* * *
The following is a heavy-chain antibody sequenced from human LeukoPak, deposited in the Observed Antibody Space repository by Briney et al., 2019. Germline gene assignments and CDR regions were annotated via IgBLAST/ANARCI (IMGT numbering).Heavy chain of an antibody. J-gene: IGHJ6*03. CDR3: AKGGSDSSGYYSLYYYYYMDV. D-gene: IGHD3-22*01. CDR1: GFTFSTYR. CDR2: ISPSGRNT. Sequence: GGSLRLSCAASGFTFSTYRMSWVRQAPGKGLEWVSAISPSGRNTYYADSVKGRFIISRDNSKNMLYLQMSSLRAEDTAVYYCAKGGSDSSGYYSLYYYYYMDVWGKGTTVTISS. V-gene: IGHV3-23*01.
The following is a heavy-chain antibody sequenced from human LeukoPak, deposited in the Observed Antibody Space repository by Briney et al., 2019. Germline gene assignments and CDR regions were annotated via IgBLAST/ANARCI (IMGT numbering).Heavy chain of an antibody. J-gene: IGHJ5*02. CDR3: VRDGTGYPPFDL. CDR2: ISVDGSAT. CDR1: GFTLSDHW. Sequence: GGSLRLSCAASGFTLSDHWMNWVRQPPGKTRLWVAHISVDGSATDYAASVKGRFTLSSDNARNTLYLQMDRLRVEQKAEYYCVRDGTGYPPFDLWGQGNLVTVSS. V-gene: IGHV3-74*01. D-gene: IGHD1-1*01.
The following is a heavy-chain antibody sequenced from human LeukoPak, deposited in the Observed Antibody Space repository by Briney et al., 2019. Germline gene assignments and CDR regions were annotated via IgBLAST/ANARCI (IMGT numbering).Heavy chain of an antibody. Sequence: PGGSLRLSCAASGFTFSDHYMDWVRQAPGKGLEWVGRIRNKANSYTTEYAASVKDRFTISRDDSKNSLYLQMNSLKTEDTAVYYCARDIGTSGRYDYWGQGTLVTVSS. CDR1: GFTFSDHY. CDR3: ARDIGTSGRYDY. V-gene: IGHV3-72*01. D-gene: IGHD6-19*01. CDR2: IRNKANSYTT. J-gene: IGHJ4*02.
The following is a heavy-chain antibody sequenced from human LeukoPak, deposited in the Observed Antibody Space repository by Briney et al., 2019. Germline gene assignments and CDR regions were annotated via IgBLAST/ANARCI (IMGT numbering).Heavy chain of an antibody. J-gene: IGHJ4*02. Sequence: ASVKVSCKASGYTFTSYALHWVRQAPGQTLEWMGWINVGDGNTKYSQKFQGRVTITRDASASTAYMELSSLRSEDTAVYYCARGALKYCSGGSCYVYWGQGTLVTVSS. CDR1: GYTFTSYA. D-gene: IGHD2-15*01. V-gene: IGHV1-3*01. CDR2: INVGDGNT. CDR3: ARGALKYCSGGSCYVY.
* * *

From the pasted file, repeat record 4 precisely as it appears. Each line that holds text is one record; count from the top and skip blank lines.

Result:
The following is a heavy-chain antibody sequenced from human LeukoPak, deposited in the Observed Antibody Space repository by Briney et al., 2019. Germline gene assignments and CDR regions were annotated via IgBLAST/ANARCI (IMGT numbering).Heavy chain of an antibody. J-gene: IGHJ4*02. Sequence: ASVKVSCKASGYTFTSYALHWVRQAPGQTLEWMGWINVGDGNTKYSQKFQGRVTITRDASASTAYMELSSLRSEDTAVYYCARGALKYCSGGSCYVYWGQGTLVTVSS. CDR1: GYTFTSYA. D-gene: IGHD2-15*01. V-gene: IGHV1-3*01. CDR2: INVGDGNT. CDR3: ARGALKYCSGGSCYVY.